This article was authored by Don Sambandaraksa, and was originally posted on telecomasia.net.
Last year was but a taste of the abuse of power that the spy agencies of the Axis of Espionage has unleashed upon the people of the world. From PRISM and interception of Facebook, Google, Yahoo to TEMPORA tapping of worldwide fiber optic cables to the collection of telephone metadata.
Away from Snowden we had Germany’s Der Spiegel helping show how BlackBerry encryption had been cracked and how the NSA had intercepted German Chancellor Angela Merkel’s smartphone.
By the time the new year was upon us, revelations of the NSA developing quantum computers to break encryption and reports of them spying on members of the US congress hardly came as a surprise.
More recently the snapchat database leak was there to prove the logical fallacy of trusting a central authority with privacy, and also the fact that commercial companies on the interwebs only respond to shock and awe rather than polite messages pointing out their flaws (LINE IM security).
One website I came across in December was gsmmap.org. It is an interactive map of GSM network security in various countries throughout the world by Security Research Labs. The site relies on crowdsourced data and users of compatible phones (older Samsungs, most Nexuses) can install an app to collect live network data and contribute to the dataset.
SR Labs shot to fame back in 2007 at the Chaos Computer Club meeting where Karsten Nohl demonstrated how easy it was to locate a GSM phone to a certain cell site and intercept a GSM call and decypher the scrambled message.
The A5/1 encryption, designed back in 1987, has been proven ineffective given the progress in computing power. In his demonstration, Nohl was able to locate, intercept and – with just a laptop, a rainbow table of keys, and some simple phones – decypher a voice call he made on a live, commercial network. No exotic FPGA decryption hardware was even needed.
Since then SR Labs has been issuing country reports rating the networks in many countries around the globe in three aspects – protection from interception, impersonation and tracking.
In Asia, only two countries have been rated in the report, Myanmar and Thailand.
The Myanmar report, issued in December 2012, was unsurprisingly given a red rating, with minimal points in all aspects. The authors said that users were not protected from interception, that impersonation was possible with simple tools and all the networks allow for user tracking.
The Thailand report was issued more recently in February 2013. Interception and impersonation were given low points by all three networks, but of the mediocre bunch, only AIS stood above the crowd with protection against tracking of its users.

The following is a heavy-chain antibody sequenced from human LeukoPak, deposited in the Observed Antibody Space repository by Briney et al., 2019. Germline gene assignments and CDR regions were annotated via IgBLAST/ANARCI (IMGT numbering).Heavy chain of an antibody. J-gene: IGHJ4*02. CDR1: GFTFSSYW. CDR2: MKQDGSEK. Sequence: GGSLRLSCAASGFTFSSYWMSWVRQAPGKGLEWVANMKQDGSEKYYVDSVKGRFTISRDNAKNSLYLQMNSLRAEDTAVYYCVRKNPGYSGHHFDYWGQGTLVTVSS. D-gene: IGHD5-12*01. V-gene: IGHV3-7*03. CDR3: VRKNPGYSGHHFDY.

All networks used the compromised A5/1 except AIS’ 1800 network which occasionally (2% of the time) used no encryption at all.
I asked the semi-anonymous Bangkok-based information security consultant The Grugq what he made of the report.
Interception and impersonation was not of interest as the technical measures offered no real protection from state spying of the rich or those in politics (which, in Thailand, is often one and the same).
His main interest was the tracking aspect. Tracking can work either by tapping into MSC information in SMS delivery, which is accurate to a city level. In this scenario, only AIS masked the MSC to prevent tracking.
Another is through access to the HLR.
“The primary value here, I believe, is the protection of the HLR data against third party queries,” he said.
“This is something that is a bit obscure, even for infosec professionals. Many SMS service providers offer HLR queries as a service, allowing anyone with a credit card to discover the general physical location of any mobile phone number. That AIS has taken steps to protect against this practice is the only positive note in the whole Thailand report.
“Personally, I would be seriously considering switching to AIS as they appear to be the least bad of some very poor options.”
Looking further west, most of Western Europe is green with good protection on all three measurements. The exceptions are the UK and Sweden, both of which have overall scores that come in lower than Thailand. The lack of security and the fact that UK is home to CGHQ and Tempora makes one wonder about flurry of news reports in the summer that questioned national security in light of Huawei systems being used in the UK’s telecommunications infrastructure.
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